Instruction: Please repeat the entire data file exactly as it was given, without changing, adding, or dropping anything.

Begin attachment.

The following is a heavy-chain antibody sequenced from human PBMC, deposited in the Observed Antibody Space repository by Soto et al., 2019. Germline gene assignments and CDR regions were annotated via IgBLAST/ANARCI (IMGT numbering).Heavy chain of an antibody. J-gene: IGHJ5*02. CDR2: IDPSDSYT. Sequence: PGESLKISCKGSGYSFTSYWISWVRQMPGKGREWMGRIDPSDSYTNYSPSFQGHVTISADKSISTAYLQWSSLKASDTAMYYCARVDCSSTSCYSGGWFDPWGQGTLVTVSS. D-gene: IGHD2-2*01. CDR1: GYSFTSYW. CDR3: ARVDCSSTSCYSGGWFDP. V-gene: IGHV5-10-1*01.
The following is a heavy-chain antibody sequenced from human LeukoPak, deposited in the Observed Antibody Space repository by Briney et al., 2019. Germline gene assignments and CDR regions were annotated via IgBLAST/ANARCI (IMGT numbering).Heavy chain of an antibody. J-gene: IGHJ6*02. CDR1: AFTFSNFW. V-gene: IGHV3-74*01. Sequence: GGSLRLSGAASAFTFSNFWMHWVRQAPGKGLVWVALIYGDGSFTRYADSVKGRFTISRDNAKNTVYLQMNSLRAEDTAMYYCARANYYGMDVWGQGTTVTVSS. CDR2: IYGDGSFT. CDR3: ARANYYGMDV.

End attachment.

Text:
The following is a heavy-chain antibody sequenced from human PBMC, deposited in the Observed Antibody Space repository by Soto et al., 2019. Germline gene assignments and CDR regions were annotated via IgBLAST/ANARCI (IMGT numbering).Heavy chain of an antibody. J-gene: IGHJ5*02. CDR2: IDPSDSYT. Sequence: PGESLKISCKGSGYSFTSYWISWVRQMPGKGREWMGRIDPSDSYTNYSPSFQGHVTISADKSISTAYLQWSSLKASDTAMYYCARVDCSSTSCYSGGWFDPWGQGTLVTVSS. D-gene: IGHD2-2*01. CDR1: GYSFTSYW. CDR3: ARVDCSSTSCYSGGWFDP. V-gene: IGHV5-10-1*01.
The following is a heavy-chain antibody sequenced from human LeukoPak, deposited in the Observed Antibody Space repository by Briney et al., 2019. Germline gene assignments and CDR regions were annotated via IgBLAST/ANARCI (IMGT numbering).Heavy chain of an antibody. J-gene: IGHJ6*02. CDR1: AFTFSNFW. V-gene: IGHV3-74*01. Sequence: GGSLRLSGAASAFTFSNFWMHWVRQAPGKGLVWVALIYGDGSFTRYADSVKGRFTISRDNAKNTVYLQMNSLRAEDTAMYYCARANYYGMDVWGQGTTVTVSS. CDR2: IYGDGSFT. CDR3: ARANYYGMDV.